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Many Utahns — from Boy Scout troops to family groups — contact the Utah Department of Corrections to inquire about service project opportunities. Thanks for your compassion and generosity!
Listed below are current needs for those looking for a service project to benefit inmates. You also may contact Volunteer Coordinator Lt. Tolai Pei for information and guidance about a project or donation idea at 801-576-7817 or email@example.com.
Sheet music for women's voices
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PLEASE NOTE: At this time, volunteer activities within the Utah Department of Corrections are on hold.
Bedtime Stories: Once a month on a Sunday evening, female inmates gather in the visiting room at the Timpanogos Women's Correctional Facility, where volunteers set them up with storybooks and recorders. Some women — who may be mothers, grandmothers or other relatives — choose to sing songs rather than read. The women also may write a message. The recordings and messages are reviewed and then mailed to the inmates' children. The children get to hear the voices of their loved ones, while inmates get a chance to focus on and connect with their children. Children are able to play the recordings as often as they want in the comfort of the home where they may be living with relatives or foster parents. That is especially helpful when children live far away or are uncomfortable visiting the prison. Brooke Plowthow, then a freshman at Brigham Young University, came up with the idea for the program about a dozen years ago as a service project for her LDS Young Women's group. She sought support from United Way of Utah County and the Ashton Family Foundation, which provided a $1,000 seed grant to cover costs. Today, the program is still going strong.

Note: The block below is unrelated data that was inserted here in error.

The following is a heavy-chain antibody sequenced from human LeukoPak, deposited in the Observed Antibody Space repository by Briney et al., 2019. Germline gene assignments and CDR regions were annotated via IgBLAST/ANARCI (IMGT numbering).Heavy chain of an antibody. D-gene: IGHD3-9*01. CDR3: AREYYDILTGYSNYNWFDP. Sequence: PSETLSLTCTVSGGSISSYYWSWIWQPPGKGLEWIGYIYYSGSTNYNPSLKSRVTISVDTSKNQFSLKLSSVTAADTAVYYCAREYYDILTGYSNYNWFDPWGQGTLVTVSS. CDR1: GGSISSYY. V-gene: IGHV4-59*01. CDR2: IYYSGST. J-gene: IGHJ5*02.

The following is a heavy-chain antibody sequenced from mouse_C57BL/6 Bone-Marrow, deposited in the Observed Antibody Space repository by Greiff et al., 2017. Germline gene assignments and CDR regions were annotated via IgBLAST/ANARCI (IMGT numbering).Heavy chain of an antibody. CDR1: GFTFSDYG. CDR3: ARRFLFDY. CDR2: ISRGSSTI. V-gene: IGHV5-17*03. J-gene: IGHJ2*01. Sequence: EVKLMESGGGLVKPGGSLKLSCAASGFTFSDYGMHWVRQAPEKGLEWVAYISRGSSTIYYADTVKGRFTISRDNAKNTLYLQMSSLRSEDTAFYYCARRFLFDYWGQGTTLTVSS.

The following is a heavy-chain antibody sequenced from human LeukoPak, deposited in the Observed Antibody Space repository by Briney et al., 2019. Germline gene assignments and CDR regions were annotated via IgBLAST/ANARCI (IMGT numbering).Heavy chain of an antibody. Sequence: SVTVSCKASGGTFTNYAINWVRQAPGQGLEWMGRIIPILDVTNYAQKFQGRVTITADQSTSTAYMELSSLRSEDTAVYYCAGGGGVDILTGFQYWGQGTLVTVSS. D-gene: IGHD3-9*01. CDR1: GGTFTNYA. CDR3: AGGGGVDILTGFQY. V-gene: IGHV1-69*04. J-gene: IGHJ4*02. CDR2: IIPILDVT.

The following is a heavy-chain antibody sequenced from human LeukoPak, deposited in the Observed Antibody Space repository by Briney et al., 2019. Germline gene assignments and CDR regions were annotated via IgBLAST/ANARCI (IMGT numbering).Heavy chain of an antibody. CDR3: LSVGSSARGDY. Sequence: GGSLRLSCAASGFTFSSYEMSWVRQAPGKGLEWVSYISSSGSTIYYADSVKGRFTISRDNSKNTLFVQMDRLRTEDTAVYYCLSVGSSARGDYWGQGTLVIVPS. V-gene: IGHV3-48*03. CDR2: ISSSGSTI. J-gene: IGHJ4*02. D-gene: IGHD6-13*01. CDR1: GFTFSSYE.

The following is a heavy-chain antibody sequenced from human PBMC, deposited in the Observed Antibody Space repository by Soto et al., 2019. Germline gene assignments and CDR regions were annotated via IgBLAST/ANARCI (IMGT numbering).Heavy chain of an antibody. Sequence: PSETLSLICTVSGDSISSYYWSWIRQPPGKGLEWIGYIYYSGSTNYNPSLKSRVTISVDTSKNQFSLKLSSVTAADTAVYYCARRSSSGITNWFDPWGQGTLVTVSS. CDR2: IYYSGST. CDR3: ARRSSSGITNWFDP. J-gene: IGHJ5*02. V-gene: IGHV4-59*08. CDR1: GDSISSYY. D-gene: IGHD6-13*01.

Crochet program: The crochet program, led by volunteers, allows inmates to engage in community service projects by creating hats, gloves, scarves and blankets that are donated to those in need locally and in refugee camps around the world. Every Christmas, inmates make several hundred stockings that are donated to local hospital maternity wards as a gift to mothers and their newborns.
Family History Centers (genealogical research): The Church of Jesus Christ of Latter-day Saints opened the first Family History Center at the Utah State Prison in the 1980s to engage inmates in genealogical data input and personal family history research. Inmates, overseen by volunteers, use computers that connect to LDS Church’s family-history research databases or dedicated, stand-alone servers. Today, there are four centers in different facilities at the Utah State Prison and one at the Central Utah Correctional Facility. In 2013, state inmates indexed more than 2 million records.
Female Offender Transition Initiative: This pilot program, launched in November 2014, pairs female offenders with volunteer mentors and is aimed at ensuring the women's success when they are paroled from prison. Mentors are assigned to female offenders who are within six months of paroling to help set up housing, jobs, education, social services, transportation, medical and, if needed, mental health services. They may continue to work with the offenders for up to a year. The goal of the program is to provide support that allows the women to restart their lives and not revert to behaviors that landed them in prison. The mentors help the offenders develop short- and long-term goals and serve as a "lifeline" that women can call upon if they are struggling.
Wasatch Music Education Program: Music programs have operated at the Utah State Prison since the 1960s, when The Wayside Choir — now known as the Wasatch Chapel Men's Chorus — was first organized at the Wasatch Chapel. The music education program, which offers beginning piano, guitar, violin and vocals, has gone through starts and stalls but has flourished since the mid-2000s thanks to our volunteers. A similar program is offered in the Timpanogos Women's Correctional Facility and at the Central Utah Correctional Facility.
YPREP: Prior to their release, female inmates may attend the "YPREP" (Your Parole Requires Extensive Preparation) course taught by a team of volunteers that includes representatives of other state agencies and private organizations. The program prepares female offenders to successfully transition back into society by addressing housing, employment, transportation, child care and health care needs. Organizations involved in the program include the Utah Department of Child and Family Services, Big Brothers & Big Sisters, Workforce Services, United Way of Utah County and Volunteers of America.